Thibault Maekelbergh

Raspberry Pi login with SSH keys

SSH is a great networking protocol. Secure, fast and commonly-used are probably some of the reasons why it’s the default for communicating with your Raspberry Pi. But having to type in a password each time you log in sucks.

Luckily SSH has these things called keys which you can use for password-less logins. Using SSH keys is really simple if you have a basic understanding of networks (like really basic) and the shell. Once you get the idea you could basically use SSH-keys for anything SSH related, from Github to Digital Ocean and Vagrant.

Generating SSH Keys

Setting up SSH keys is always the first thing I do on new Raspberry Pi images, but before doing so I like to install Bonjour on the pi first because then you don’t have to lookup IP’s. Avahi sometimes requires an update first.

sudo apt-get update
sudo apt-get upgrade
sudo apt-get install avahi-daemon --fix-missing #I had some errors without fix-missing flag

Safest way is to reboot your pi, but sudo service avahi-daemon restart works just as well for our setting up right now.

Ok so now that is configured, it’s time to build the actual ssh keys. Everything we do will typically be stored in a hidden directory in the home folder called .ssh. Generating a new key there is as easy as:

ssh-keygen -t rsa -C ""

This creates a new key with the RSA type and creates it from the comment email address you provide. ssh-keygen will ask you for a password (make it secure) to create the new keys.

This will generate two new keys in the ~/.ssh directory, called id_rsa and It’s important to pause and think about how they act. The first one is your private key and the .pub one is the public one. Typically, matching keys will require you to provide the public one to a service (Like Github, or the Pi login over SSH) so it can identify you. The first private key matches with the public one to authenticate you.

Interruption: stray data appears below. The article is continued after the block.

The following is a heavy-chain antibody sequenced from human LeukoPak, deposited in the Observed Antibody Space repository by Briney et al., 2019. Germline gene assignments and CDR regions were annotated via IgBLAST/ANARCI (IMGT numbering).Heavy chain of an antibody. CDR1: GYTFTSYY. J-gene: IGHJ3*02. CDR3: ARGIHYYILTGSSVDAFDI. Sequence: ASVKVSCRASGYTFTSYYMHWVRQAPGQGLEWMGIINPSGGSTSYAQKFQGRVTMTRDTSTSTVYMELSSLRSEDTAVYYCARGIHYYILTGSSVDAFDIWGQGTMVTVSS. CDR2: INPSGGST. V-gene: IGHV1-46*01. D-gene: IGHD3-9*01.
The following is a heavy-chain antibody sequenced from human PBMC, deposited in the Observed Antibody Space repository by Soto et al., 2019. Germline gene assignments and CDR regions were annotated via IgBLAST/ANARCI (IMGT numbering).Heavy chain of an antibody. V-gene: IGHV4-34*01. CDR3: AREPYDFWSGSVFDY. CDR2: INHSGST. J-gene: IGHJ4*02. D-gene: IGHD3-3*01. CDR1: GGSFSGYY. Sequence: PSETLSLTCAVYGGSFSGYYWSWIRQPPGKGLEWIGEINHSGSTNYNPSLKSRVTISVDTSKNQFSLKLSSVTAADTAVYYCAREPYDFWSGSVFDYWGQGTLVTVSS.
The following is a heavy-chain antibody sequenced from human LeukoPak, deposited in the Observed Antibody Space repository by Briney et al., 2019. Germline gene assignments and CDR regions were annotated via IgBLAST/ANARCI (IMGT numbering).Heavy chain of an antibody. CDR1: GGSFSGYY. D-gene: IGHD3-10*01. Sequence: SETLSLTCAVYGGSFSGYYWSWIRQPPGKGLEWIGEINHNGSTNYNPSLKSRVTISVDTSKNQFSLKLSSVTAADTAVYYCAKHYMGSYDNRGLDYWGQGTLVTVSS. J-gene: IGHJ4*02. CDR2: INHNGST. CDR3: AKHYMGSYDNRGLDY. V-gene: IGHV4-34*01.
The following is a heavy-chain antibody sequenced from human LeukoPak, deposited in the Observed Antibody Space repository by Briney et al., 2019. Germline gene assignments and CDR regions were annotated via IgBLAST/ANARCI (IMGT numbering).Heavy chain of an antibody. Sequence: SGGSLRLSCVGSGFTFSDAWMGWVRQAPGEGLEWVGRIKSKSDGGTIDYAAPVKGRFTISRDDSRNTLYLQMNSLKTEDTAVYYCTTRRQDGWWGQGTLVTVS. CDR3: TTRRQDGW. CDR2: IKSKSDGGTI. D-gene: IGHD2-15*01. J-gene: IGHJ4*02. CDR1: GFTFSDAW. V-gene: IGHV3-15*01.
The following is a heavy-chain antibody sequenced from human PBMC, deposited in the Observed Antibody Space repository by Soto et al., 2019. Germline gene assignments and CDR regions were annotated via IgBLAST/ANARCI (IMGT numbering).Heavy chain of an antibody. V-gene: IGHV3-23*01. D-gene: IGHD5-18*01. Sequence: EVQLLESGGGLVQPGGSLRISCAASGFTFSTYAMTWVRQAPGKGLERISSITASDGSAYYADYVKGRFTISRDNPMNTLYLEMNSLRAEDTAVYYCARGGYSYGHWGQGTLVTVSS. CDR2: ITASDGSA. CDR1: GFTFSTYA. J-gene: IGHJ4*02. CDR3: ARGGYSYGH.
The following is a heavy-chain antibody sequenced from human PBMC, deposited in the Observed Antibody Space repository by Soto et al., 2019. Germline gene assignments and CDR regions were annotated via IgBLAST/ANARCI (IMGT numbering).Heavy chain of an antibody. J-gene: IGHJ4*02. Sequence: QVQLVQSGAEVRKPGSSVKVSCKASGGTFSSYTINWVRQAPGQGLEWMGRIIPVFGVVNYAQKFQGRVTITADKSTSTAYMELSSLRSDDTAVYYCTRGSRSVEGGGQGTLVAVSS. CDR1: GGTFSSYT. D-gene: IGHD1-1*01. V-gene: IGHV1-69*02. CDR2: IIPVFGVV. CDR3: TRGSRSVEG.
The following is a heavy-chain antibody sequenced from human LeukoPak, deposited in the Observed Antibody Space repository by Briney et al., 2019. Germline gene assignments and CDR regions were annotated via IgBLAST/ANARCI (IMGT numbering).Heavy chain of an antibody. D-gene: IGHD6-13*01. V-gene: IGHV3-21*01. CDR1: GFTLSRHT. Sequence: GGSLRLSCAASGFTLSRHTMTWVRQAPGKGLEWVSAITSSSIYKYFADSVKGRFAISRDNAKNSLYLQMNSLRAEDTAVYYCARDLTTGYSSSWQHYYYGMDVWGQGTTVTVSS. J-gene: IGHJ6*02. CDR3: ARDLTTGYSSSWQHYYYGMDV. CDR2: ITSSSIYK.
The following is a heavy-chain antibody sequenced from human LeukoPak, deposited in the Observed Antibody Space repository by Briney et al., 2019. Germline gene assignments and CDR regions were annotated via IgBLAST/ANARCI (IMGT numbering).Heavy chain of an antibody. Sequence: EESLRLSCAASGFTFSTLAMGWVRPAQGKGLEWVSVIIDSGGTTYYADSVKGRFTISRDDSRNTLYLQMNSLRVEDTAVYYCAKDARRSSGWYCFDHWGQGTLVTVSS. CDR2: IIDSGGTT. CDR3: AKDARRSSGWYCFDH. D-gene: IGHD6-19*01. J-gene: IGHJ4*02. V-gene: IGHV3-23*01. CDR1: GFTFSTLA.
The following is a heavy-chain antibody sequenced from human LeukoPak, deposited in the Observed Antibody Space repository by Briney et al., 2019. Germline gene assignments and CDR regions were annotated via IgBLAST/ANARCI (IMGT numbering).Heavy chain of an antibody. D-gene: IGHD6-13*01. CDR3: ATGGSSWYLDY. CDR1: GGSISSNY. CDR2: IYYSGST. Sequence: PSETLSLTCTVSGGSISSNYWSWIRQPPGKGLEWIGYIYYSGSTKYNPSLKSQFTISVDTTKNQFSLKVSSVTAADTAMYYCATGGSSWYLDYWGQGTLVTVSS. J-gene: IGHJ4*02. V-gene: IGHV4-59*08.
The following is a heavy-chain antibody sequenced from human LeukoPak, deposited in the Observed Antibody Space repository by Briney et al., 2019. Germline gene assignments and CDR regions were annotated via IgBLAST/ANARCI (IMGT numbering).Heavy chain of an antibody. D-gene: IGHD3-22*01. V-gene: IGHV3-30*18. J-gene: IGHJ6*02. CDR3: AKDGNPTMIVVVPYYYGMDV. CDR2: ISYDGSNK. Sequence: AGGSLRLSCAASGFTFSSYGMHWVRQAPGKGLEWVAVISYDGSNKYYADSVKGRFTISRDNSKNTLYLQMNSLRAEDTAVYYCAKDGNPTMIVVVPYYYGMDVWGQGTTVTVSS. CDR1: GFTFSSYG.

Never ever ever ever post the contens of id_rsa anywhere, this could lead to a huge security hole in your machine.

Now there are two options to match keys with the pi:


There’s this great application called ssh-copy-id which automatically matches the contents from the public key to a ssh host. On Linux it’s mostly installed by default, but OS X can install it from brew with: brew install ssh-copy-id.

Now you can just match the key by running it and providing an ssh host:

ssh-copy-id pi@raspi.local

Provide the password once more and keys should be matched. Try logging into your pi and you shouldn’t be asked for a password.

Manually copying the contents

Get the contents of the public key with cat ~/.ssh/ and copy them somewhere.

Log in to your pi and enter the ssh directory. Create it if you dont have it with mkdir ~/.ssh. Typically the key authenticator is not present on a new Raspbian install so create it with:

touch ~/.ssh/authorized_keys && nano ~/.ssh/authorized_keys

Paste in the contents of you copied before, save and exit. Now log out of the pi and log back in. No password should be provided.

SSH config

As an extra you could provide some info in ~/.ssh/config on your main machine to make logging in even easier:

host pi
hostname raspi.local
user pi
port 22

Now logging in is as simple as ssh pi.